Excellent words to live by!  As always when I hear such good and simple advice, I am humbled and glad to be able to study something I love to much.

13 October, 2013

Importance of Weapon Training

This post comes from a variety of thoughts circulating in my head recently.  It has come as the result of recent discussions with those wiser than me in karate.  And that topic is of the importance of weapons training.

Now let me preface all of the proceeding writing with information about my current state.  I have been doing karate, in some form, for the last 15+ years, more than 10 of which have been in my current style of Goju Ryu.  In those 15 years, I have studied at least 4 years of Iaido and at least 10 years of Saijutsu (as a component of karate).  I have also have the opportunity to play with tai chi sword, butterfly sword, nito (Musashi's two sworded style), eskrima sticks, butterfly knives and bokuto/bokken.  I have use briefly also a bo.  So I am not a stranger to weapons training, but definitely not well experienced in anything but sai and iaito, which I would claim some measure of capability.

But specifically I have been really thinking hard about learning traditional Okinawan Kobudo.  Not only would this reinforce my interest in Okinawan Karate, it would directly benefit it.  It can be seen as a form of strength training at the least, but this would be a poor reason to study it.  It is an entire history of the islands I have come to respect with lessons that reinforce what I know and would let me learn that which I have yet to imagine or comprehend.

Recently (I mean for the last 50-100 years) karate has been taught separately from kobudo, despite there being a solid history of their combined methods being taught together.  In fact, many of the greatest names in karate have kobudo kata named after them.  This alone should give any karateka pause to consider studying kobudo.

But beyond this, I don't want to learn just any weapons.  I want to learn the most esoteric.  I have recently seen some great applications of weapons forms.  Here is an example of applied nunchaku or surujin technique:

I have also come to the realization that much of the island's bo techniques are based around not just the staff (what in Chinese Quan Fa is called the Grandfather of weapons) but also the oar (eku) and spear (yari).  So much of what I want to learn is the technique and application of armed combat from the masters of armed and unarmed combat from the Ryukyu islands.  I see and sense a great depth there which I have yet to tap or understand, and hope to in the future.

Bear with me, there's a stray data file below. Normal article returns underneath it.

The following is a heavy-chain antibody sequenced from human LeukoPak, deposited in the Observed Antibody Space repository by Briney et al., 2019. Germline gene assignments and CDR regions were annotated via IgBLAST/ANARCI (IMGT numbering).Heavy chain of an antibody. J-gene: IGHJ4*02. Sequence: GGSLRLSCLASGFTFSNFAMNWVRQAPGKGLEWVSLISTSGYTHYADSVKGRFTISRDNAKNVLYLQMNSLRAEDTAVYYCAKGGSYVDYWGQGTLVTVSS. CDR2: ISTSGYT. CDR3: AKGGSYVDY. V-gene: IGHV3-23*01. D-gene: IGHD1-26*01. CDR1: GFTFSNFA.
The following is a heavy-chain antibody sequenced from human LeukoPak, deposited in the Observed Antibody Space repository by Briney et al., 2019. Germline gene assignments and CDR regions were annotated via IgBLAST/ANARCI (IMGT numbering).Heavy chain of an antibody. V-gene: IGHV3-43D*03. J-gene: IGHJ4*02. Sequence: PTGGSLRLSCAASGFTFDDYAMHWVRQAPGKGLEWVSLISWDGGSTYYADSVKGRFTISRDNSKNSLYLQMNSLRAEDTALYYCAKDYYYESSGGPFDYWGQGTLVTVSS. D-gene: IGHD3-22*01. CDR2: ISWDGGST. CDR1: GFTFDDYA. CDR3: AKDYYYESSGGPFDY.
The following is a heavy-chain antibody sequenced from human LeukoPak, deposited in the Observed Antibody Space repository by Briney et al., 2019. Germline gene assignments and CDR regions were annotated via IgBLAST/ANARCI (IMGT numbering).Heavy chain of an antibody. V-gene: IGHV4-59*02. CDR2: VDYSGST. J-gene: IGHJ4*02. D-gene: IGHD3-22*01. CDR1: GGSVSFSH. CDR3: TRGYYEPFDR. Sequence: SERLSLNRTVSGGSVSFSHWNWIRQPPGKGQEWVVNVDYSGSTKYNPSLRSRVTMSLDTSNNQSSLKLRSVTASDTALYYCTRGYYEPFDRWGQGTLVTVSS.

Anyways, this leads me to the question: why did the split happen?  Why is karate taught alone, and kobudo the same?  I ask this because I ask myself what I would want to teach.  My answer is always a complete art: one with strikes, locks, throws, weapons (improvised or otherwise), escapes, restraints and healing technology.  When I look at the curriculum of a other martial arts, I see the inclusion of at least a few weapons forms/techniques/styles.  Why should I or my students (should I ever have any) be any less demanding of our art?  When I look to the past, this is what my lineage should hold: all of the above.  The history of karate is deeper than the common place "peasant/famer's art" that is considered standard history: it is one of police and palace guards.  It is one of such depth that I hope to one day see enough to consider myself a true student rather than someone lost in the deep end of a swimming pool.

The way is in the training, as always...

Fighting taller and stronger

This is an old post I meant to post months back, but I am finally posting it as something to think about.

I had a dream.  The details are somewhat fuzzy, but I think I was bicycling past some guy, who hits me in the back of the head as a I go past.  My male ego flares up, and I stop and ask WTH that was about.  He responds that he thought I was a boxer based on my reaction.  I proceed to try to hit him in the face, unsuccessfully.  I woke up, realizing how stupid this situation and my reaction are/were, and calming down to realize this was a dream and not real.

My reaction to all of this was multi-fold.  First, I need to ensure I always check that ego at the door - it serves no purpose but to escalate primate behaviour with no good plausible outcome.  Second, I need to examine my own technique and be aware of using my own height and weight as an advantage - technique should trump physical characteristics and should work without those advantages.  Third, what the heck am I going to do against someone who has reach on me?

The first point I think is self explanatory - I strive to be a humble person, but there is always an element of pride in one's skills as a martial artist.  Be humble!  Don't rise to the bait.  Best to be more aware, more careful, and avoid going past some smartass.  And if it happens, get away!  The goal isn't to dominate or prove who is the alpha male - it is to get home and protect those I love!

The second requires some clarification.  I am one of the most senior karateka in my dojo.  Also, at 5'11" and 205 lbs one of the heaviest.  It is easy to become complacent with one's skill and (without ego) superiority over others when you have all the advantages (experience training, reach, mass, strength (theoretically)).  I need to strive to avoid that - break down what I do and how I do it so that it will work for even the lightest, smallest person.